FINAL UNTIL TIME EXPIRES TO FILE MOTION FOR REHEARING AND
DISPOSITION THEREOF IF FILED
from the Circuit Court for Lake County, Heidi Davis, Judge.
Brian Phillips, of J. Brian Phillips, P.A., Orlando, for
H. Sudbury of Apellie Legal, Orlando, for Appellee.
Sospeter Gimonge ("Father") appeals a non-final
order granting an emergency motion for child pick-up in favor
of Laurie Sospeter Gimonge
("Mother"). Father argues that the trial court erred
in granting Mother's motion because she failed to file a
petition to relocate with the couple's minor child under
section 61.13001, Florida Statutes (2017). We affirm.
parties were married in 2011 and have one child in common.
They separated in 2015, but Mother filed for dissolution of
marriage in 2017. That action remains pending. After filing
for dissolution, Mother, without Father's consent or a
court order, left Florida with the child and moved to
Michigan. Father filed an ex parte emergency motion for child
pick-up, seeking to have the child returned to Florida. The
court declined to rule on an ex parte basis and set the
motion for a hearing. We glean from the limited record that
the parties ran out of time at the scheduled hearing.
parties subsequently entered into a stipulation that resolved
Father's motion, the nature of which forms the essence of
this appeal. The terms of the agreement provided that the
child would remain in Mother's custody, pending the
outcome of a scheduled mediation. If the parties were unable
to reach an agreement during mediation, either party would be
able to file a motion for temporary relief pending trial.
Father would have one month of timesharing in the summer,
which required that he would pick the child up in person in
Michigan, as well as timesharing over winter break.
Additionally, the agreement provided, "Father shall not
be prejudiced should the child end up attending school in
Michigan pending a scheduled mediation or trial date."
The agreement specifically provided that Father reserved his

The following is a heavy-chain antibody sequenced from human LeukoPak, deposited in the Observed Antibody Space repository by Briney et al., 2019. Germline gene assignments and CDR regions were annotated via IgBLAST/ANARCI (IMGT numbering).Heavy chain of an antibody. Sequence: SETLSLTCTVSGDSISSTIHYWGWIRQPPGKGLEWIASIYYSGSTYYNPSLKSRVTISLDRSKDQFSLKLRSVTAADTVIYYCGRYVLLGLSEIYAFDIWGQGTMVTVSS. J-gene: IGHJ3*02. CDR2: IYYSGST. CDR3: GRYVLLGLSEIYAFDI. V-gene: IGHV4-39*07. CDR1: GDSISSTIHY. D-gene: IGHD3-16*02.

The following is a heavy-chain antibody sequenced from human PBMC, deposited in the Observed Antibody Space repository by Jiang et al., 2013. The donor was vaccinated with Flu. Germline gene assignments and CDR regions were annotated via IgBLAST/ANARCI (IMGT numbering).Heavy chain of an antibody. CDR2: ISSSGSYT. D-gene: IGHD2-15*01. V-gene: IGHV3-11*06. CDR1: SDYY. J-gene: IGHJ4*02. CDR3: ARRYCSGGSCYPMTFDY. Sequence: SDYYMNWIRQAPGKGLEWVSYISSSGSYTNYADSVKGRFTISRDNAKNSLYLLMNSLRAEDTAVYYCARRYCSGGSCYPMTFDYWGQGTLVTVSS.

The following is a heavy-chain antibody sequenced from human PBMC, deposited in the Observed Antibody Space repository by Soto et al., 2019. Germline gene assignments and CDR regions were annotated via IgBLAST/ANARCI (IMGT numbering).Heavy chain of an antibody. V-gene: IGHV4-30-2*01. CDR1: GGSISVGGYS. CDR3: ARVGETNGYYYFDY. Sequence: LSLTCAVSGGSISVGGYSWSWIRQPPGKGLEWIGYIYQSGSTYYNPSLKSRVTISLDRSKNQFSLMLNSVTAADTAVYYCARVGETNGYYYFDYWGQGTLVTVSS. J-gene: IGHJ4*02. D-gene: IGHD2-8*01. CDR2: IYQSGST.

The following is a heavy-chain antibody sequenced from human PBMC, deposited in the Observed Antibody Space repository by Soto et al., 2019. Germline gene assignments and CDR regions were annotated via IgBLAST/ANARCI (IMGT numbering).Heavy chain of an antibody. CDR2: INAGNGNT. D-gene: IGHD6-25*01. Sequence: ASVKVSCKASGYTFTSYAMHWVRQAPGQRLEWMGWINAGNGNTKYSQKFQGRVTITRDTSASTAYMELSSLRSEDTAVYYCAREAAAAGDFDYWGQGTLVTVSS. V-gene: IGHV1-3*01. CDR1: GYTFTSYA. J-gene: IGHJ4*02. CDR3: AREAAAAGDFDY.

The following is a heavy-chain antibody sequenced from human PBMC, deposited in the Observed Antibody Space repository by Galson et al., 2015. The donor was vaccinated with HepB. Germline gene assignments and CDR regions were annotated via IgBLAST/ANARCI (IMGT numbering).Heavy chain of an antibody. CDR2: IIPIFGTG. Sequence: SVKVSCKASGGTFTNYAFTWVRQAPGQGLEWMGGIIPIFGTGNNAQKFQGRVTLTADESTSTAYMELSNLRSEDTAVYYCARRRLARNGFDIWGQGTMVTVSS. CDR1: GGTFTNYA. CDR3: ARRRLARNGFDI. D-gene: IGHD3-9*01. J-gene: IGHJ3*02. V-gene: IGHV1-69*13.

right to litigate the issues raised in the emergency motion
at the time of trial. The stipulation specified that it was
"a temporary agreement without prejudice to either side
taking a different, new, or conflicting position later."
The trial court approved and ratified the agreement by
subsequently filed an ex parte emergency motion for
contempt/enforcement and child pick-up, alleging that Mother
refused to comply with the agreed-upon summer visitation. As
a result, the court awarded Father thirty days of makeup
timesharing. Toward the end of that timesharing, Father filed
an emergency motion for injunction to prevent the removal of
the child from Florida (and by implication his having to
return the child to Mother), arguing that Mother had failed
to file a petition to relocate with the child and had removed
the child from Florida without his consent. In turn, Mother
filed an emergency motion for child pick-up order, alleging
that Father refused to return the child following his
timesharing pursuant to the court ordered make-up visitation.
The trial court ruled in favor of Mother.
61.13001, Florida Statutes (2017), governs "[p]arental
relocation with a child." It provides, in relevant part:
(2) Relocation by agreement.-
(a) If the parents and every other person entitled to access
to or time-sharing with the child agree to the relocation of
the child, they may satisfy the requirements of this section
by signing a written agreement that:
1. Reflects consent to the relocation;
2. Defines an access or time-sharing schedule for the
nonrelocating parent and any other persons who are entitled